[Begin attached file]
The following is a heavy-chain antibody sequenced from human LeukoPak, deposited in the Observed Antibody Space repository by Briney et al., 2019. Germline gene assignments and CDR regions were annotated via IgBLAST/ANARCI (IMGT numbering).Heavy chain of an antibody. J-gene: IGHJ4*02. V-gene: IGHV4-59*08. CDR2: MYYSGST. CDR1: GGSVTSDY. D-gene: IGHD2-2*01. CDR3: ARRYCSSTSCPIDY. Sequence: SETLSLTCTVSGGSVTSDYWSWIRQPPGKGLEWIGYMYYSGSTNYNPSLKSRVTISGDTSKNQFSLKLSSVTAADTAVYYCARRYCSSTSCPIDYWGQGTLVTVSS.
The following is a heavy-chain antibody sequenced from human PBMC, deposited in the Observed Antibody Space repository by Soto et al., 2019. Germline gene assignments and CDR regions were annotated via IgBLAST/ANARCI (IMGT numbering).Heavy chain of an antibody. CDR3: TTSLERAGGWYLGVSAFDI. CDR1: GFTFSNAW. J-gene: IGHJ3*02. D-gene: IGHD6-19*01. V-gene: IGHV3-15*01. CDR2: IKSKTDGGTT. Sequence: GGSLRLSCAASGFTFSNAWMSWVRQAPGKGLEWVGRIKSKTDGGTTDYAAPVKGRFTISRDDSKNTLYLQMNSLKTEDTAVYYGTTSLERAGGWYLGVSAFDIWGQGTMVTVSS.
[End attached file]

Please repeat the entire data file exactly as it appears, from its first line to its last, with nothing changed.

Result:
The following is a heavy-chain antibody sequenced from human LeukoPak, deposited in the Observed Antibody Space repository by Briney et al., 2019. Germline gene assignments and CDR regions were annotated via IgBLAST/ANARCI (IMGT numbering).Heavy chain of an antibody. J-gene: IGHJ4*02. V-gene: IGHV4-59*08. CDR2: MYYSGST. CDR1: GGSVTSDY. D-gene: IGHD2-2*01. CDR3: ARRYCSSTSCPIDY. Sequence: SETLSLTCTVSGGSVTSDYWSWIRQPPGKGLEWIGYMYYSGSTNYNPSLKSRVTISGDTSKNQFSLKLSSVTAADTAVYYCARRYCSSTSCPIDYWGQGTLVTVSS.
The following is a heavy-chain antibody sequenced from human PBMC, deposited in the Observed Antibody Space repository by Soto et al., 2019. Germline gene assignments and CDR regions were annotated via IgBLAST/ANARCI (IMGT numbering).Heavy chain of an antibody. CDR3: TTSLERAGGWYLGVSAFDI. CDR1: GFTFSNAW. J-gene: IGHJ3*02. D-gene: IGHD6-19*01. V-gene: IGHV3-15*01. CDR2: IKSKTDGGTT. Sequence: GGSLRLSCAASGFTFSNAWMSWVRQAPGKGLEWVGRIKSKTDGGTTDYAAPVKGRFTISRDDSKNTLYLQMNSLKTEDTAVYYGTTSLERAGGWYLGVSAFDIWGQGTMVTVSS.